This all hinges on rebounding from the worst economic crisis since the Great Depression. While unemployment continues to rise and home foreclosures continue to increase, Obama has mobilized his administration, through the Federal Reserve Bank, to stabilize the nation’s housing market and shore up the nation’s still-balky financial system with more than $1 trillion in special loans. His Treasury Department is negotiating with auto industry officials and lenders as carmakers General Motors and Chrysler teeter on the edge of bankruptcy, with their 930,000 pensioners at risk.
At this point, consumer confidence has ticked upward, and according to a newWall Street Journalpoll, public belief that America is headed in the right direction has risen from 11 percent on Election Day to 43 percent today.
Stoking confidence and boosting optimism is always the crucial first step, analysts say, in reinvigorating a nation suffering the effects of a deep recession. Getting the country to regain confidence in itself is “the most important thing he’s done in these 100 days,” historian Doris Kearns Goodwin, a one-time assistant to President Lyndon Johnson, toldMeet the Press.
The economic turnaround is crucial for 50-plus America.
Americans 50 and over have shouldered disproportionate losses in the current economic upheaval, as Wall Street prices fell by almost half and housing values dropped 20 percent. Of the nearly $7 trillion in Wall Street losses, for example, those over 50 lost $5 trillion.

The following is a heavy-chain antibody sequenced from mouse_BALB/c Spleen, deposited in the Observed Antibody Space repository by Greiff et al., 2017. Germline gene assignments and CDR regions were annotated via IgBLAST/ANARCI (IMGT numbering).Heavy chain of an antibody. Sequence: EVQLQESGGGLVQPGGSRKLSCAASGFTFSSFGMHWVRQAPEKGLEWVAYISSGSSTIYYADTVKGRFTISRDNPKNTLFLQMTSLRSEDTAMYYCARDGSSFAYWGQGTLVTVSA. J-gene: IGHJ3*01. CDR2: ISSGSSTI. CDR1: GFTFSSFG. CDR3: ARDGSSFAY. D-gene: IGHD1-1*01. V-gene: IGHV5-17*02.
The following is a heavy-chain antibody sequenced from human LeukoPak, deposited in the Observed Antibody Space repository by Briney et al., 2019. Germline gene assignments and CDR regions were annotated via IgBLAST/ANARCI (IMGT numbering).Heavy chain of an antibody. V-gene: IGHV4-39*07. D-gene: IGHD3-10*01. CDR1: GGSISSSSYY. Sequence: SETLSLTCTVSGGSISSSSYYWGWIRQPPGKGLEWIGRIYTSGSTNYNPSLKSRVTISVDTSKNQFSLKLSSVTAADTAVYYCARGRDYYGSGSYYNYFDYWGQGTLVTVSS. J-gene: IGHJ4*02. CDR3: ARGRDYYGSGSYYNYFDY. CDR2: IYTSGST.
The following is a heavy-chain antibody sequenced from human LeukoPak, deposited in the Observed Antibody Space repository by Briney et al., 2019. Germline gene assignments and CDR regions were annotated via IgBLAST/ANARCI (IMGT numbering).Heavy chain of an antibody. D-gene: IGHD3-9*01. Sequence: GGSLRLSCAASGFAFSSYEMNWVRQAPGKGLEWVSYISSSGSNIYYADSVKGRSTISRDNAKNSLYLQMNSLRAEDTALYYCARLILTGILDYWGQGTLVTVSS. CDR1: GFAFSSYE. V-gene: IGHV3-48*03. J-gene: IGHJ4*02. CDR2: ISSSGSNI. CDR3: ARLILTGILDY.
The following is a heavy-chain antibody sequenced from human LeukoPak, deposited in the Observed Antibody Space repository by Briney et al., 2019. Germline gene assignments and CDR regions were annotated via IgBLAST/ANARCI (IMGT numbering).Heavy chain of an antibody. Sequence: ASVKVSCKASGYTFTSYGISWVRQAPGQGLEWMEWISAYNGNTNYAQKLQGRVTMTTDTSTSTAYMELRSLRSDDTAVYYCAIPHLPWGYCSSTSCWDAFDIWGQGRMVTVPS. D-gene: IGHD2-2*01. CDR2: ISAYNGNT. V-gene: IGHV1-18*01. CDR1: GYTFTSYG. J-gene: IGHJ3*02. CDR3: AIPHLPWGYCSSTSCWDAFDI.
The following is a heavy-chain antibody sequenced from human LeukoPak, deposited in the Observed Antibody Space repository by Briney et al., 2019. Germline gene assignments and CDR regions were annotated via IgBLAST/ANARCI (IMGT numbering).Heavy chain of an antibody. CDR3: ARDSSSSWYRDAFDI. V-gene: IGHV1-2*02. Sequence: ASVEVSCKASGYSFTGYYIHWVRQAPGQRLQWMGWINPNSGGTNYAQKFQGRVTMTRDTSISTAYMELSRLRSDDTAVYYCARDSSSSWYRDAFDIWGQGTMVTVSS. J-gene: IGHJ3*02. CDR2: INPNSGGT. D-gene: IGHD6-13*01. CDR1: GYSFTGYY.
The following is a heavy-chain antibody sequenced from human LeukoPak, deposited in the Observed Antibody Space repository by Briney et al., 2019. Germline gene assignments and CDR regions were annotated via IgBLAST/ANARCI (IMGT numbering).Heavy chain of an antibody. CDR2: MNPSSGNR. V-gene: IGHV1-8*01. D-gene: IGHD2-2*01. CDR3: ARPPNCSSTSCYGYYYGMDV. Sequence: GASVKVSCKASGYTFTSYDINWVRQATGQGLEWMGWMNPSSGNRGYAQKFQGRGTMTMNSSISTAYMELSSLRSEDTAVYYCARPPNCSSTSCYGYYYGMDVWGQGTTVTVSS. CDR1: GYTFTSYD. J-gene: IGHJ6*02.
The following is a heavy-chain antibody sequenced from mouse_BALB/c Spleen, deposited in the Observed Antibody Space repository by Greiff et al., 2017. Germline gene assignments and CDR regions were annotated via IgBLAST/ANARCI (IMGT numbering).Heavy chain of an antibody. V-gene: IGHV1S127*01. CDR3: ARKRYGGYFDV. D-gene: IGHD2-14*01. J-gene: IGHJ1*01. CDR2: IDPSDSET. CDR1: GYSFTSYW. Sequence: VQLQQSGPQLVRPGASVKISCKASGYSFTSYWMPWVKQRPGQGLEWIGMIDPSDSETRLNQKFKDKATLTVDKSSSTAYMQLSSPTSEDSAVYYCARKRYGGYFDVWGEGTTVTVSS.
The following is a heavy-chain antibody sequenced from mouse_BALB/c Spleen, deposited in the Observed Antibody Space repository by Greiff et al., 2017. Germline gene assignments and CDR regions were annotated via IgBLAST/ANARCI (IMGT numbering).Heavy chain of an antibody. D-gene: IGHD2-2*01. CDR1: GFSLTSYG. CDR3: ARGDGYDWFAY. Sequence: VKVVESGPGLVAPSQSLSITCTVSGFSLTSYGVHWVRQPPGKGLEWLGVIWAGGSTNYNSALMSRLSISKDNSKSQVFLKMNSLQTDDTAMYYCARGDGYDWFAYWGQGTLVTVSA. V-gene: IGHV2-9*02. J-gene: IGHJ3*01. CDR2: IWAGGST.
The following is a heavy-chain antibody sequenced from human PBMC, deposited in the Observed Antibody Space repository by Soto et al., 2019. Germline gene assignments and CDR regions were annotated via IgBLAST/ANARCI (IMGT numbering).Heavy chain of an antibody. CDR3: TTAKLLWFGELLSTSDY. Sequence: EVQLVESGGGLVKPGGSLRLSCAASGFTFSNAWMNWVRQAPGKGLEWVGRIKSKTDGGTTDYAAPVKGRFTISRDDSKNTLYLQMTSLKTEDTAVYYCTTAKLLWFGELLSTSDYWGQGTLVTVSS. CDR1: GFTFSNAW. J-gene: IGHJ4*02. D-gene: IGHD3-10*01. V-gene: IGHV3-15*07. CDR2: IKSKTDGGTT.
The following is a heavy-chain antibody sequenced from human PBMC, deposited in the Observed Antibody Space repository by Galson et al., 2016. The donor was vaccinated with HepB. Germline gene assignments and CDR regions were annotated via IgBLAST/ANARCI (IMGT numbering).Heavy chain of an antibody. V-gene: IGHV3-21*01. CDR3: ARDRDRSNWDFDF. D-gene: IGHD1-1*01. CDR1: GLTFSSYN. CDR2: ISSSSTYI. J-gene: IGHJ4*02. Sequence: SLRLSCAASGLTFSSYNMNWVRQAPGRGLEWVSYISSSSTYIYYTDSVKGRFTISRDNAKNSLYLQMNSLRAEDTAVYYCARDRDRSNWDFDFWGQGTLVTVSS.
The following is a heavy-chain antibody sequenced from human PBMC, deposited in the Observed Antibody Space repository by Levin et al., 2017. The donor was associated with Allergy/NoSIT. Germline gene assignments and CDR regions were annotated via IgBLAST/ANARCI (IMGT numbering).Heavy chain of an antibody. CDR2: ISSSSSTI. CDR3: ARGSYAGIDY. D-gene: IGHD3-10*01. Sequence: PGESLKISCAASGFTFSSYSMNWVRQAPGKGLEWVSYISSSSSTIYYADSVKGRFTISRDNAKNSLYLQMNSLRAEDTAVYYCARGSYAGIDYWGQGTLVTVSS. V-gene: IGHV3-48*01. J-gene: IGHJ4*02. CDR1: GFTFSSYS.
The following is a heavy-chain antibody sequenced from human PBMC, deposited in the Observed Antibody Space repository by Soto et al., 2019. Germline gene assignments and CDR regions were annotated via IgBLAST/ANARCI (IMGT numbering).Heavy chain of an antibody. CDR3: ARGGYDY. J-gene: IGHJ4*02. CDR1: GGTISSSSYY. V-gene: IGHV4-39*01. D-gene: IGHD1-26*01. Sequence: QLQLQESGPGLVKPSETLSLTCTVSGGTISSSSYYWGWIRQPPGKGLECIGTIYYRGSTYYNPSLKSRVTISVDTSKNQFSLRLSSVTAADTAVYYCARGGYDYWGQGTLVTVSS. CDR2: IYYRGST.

Any economic recovery, when it comes, will have comparable disproportional benefit. That could take years. In the meantime, the unemployment rate among those over 55 has doubled to 6.2 percent in the past 15 months, and other older Americans have canceled retirement plans and are working longer if they can.
“One hundred days is an awfully short time,” said John Rother, AARP executive vice president for policy and strategy. “The true measure of comparison ought to be the track record of previous presidents, and by that measure Obama has accomplished quite a lot.”
Obama won congressional approval for a $787 billion economic stimulus bill in near-record time, even though his efforts to win bipartisan support sputtered. The Economic Recovery and Reinvestment Act included $150 billion in tax breaks for low- and middle-income households and a $250 benefit for all Social Security recipients. The administration says it will create or save more than 3.5 million jobs over the next two years.
He has set the campaign for health reform in motion.